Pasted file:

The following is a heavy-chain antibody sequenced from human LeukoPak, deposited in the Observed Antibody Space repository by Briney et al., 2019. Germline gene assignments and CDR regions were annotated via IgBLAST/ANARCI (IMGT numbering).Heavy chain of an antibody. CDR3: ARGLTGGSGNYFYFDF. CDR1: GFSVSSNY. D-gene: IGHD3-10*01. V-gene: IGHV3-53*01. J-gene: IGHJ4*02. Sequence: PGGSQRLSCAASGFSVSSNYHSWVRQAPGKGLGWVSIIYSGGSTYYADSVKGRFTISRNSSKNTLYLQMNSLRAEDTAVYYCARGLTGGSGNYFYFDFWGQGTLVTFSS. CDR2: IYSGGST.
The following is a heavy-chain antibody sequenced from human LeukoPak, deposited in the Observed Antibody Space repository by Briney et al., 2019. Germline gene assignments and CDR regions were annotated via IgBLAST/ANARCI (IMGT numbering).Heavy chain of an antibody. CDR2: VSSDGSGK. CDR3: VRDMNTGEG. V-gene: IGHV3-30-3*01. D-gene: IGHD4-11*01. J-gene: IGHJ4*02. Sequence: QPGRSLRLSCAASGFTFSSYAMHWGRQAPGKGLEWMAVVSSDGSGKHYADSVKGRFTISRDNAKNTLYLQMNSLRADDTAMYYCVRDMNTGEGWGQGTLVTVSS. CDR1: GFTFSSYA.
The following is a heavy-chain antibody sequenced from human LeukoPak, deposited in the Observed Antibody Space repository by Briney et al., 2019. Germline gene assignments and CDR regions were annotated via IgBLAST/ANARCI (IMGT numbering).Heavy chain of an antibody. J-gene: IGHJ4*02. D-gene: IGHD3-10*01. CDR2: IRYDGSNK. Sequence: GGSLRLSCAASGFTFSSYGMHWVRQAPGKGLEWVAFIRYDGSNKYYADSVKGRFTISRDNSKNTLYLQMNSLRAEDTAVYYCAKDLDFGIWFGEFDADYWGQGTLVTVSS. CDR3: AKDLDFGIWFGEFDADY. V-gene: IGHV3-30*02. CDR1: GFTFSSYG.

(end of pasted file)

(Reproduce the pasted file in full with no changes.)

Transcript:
The following is a heavy-chain antibody sequenced from human LeukoPak, deposited in the Observed Antibody Space repository by Briney et al., 2019. Germline gene assignments and CDR regions were annotated via IgBLAST/ANARCI (IMGT numbering).Heavy chain of an antibody. CDR3: ARGLTGGSGNYFYFDF. CDR1: GFSVSSNY. D-gene: IGHD3-10*01. V-gene: IGHV3-53*01. J-gene: IGHJ4*02. Sequence: PGGSQRLSCAASGFSVSSNYHSWVRQAPGKGLGWVSIIYSGGSTYYADSVKGRFTISRNSSKNTLYLQMNSLRAEDTAVYYCARGLTGGSGNYFYFDFWGQGTLVTFSS. CDR2: IYSGGST.
The following is a heavy-chain antibody sequenced from human LeukoPak, deposited in the Observed Antibody Space repository by Briney et al., 2019. Germline gene assignments and CDR regions were annotated via IgBLAST/ANARCI (IMGT numbering).Heavy chain of an antibody. CDR2: VSSDGSGK. CDR3: VRDMNTGEG. V-gene: IGHV3-30-3*01. D-gene: IGHD4-11*01. J-gene: IGHJ4*02. Sequence: QPGRSLRLSCAASGFTFSSYAMHWGRQAPGKGLEWMAVVSSDGSGKHYADSVKGRFTISRDNAKNTLYLQMNSLRADDTAMYYCVRDMNTGEGWGQGTLVTVSS. CDR1: GFTFSSYA.
The following is a heavy-chain antibody sequenced from human LeukoPak, deposited in the Observed Antibody Space repository by Briney et al., 2019. Germline gene assignments and CDR regions were annotated via IgBLAST/ANARCI (IMGT numbering).Heavy chain of an antibody. J-gene: IGHJ4*02. D-gene: IGHD3-10*01. CDR2: IRYDGSNK. Sequence: GGSLRLSCAASGFTFSSYGMHWVRQAPGKGLEWVAFIRYDGSNKYYADSVKGRFTISRDNSKNTLYLQMNSLRAEDTAVYYCAKDLDFGIWFGEFDADYWGQGTLVTVSS. CDR3: AKDLDFGIWFGEFDADY. V-gene: IGHV3-30*02. CDR1: GFTFSSYG.